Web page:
Murder in the verandah

I have placed a number of “man-made” bird nests at strategic locations in our farmhouse so that we can get those birds “friendly’ to humans to find good places to lay their eggs and raise their families.

Despite this initiative, some birds decide that these are not good enough and still choose to build their own, sometimes next to the ones I offered so I have realized that some birds’ thinking differ from mine!

So it was that a pair of Sayaca tanager (Thraupis sayaca), defined by my bird book as “tame” and inhabiting populated areas, decided to nest under our font verandah about four years ago. Luckily their breeding was successful and, eventually, young birds were seen leaving the nest. The same birds (although I am not sure that there were the same individuals) built another nest on top of the existing structure but the mummified remains of their offspring were the evidence of some kind of tragedy.

Last year, a pair of Saffron yellow finches(Sicalis flaveola), also keen on inhabited areas, added their own contribution to the already untidy grass mass and this year, the same bird species yet again completed the structure by adding more straw and deciding to breed there.

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The untidy nest today. The original nest is the palee straw structure on the top left.

For the past couple of weeks the female had sat on the nest and the male was also seen nearby but not actually incubating and we did not observe any sign of hatchlings.

One afternoon, a couple of days ago, we returned from Salta town in mid afternoon after running some necessary errands there, and soon after arrival we heard loud shrills coming from the verandah. As expected my wife discerned what was happening. The nest was under the attack of a snake!

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We knew that a snake lived on the roof of the house as it had been spotted sunning itself coiled and I had seen it slithering away by the side of the verandah. So there it was, its front end on the nest and its rear holding on to the roof timber.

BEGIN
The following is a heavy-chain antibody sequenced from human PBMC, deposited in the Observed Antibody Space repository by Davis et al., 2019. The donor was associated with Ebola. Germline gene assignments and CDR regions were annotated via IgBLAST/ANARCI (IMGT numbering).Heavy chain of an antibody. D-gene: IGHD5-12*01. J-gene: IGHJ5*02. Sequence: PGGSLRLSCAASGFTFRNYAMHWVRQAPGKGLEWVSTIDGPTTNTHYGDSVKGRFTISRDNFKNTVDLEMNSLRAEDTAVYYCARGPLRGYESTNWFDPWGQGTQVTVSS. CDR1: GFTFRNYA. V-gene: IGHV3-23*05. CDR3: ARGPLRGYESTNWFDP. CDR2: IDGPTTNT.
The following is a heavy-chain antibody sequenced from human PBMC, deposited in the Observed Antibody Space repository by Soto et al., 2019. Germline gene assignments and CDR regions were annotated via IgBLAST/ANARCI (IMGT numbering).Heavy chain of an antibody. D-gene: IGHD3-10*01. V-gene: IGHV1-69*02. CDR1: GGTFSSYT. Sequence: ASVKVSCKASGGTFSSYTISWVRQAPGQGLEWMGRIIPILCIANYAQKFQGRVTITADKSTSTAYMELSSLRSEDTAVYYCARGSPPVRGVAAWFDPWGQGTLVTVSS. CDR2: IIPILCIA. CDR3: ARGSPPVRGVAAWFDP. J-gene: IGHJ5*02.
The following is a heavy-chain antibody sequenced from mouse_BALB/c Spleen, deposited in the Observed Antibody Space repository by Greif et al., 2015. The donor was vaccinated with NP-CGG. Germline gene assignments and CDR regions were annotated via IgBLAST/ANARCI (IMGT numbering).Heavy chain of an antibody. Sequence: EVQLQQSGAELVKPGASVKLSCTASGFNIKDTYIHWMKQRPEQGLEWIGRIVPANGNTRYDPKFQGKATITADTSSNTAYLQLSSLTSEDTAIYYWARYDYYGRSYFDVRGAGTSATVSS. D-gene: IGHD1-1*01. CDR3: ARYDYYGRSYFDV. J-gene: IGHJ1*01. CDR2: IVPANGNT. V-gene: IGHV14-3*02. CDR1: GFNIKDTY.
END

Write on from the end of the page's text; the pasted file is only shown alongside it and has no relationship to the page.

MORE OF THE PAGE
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P1170483 copyThe birds were mobbing the snake while chirping loudly and flying very close to the intruder but not actually pecking it (see videos below). However, they were clearly too small to have an impact on the aggressor and eventually they just perched nearby to watch the tragedy!

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P1170493 copyOur arrival and photographic efforts disturbed the action taking place and the snake started to abandon the nest and eventually slipped down the stem of a climbing plant and, once it got into the thick of the plant, it immediately change direction and climbed back towards the roof of the house where we lost sight of it. I am not yet sure of its identity.

While the snake was moving, I caught the sight of a bulge in its otherwise slim body that was a signal that the attack was successful and that it had either eaten the eggs or the nestlings. (confirm what it ate when the snake is identified). ALthough the parents remained for a short while next to the nest, they have now abandoned it, another indication that the young are no longer there.

We wait and see what happens next as the Saffron yellow finches are known to lay eggs throughout the year and they may try again on the same nest. As I told you earlier, I do not understand the way birds think!

Regret the video quality but things were happening very fast and we were lucky that my wife was ready with her phone to record it!

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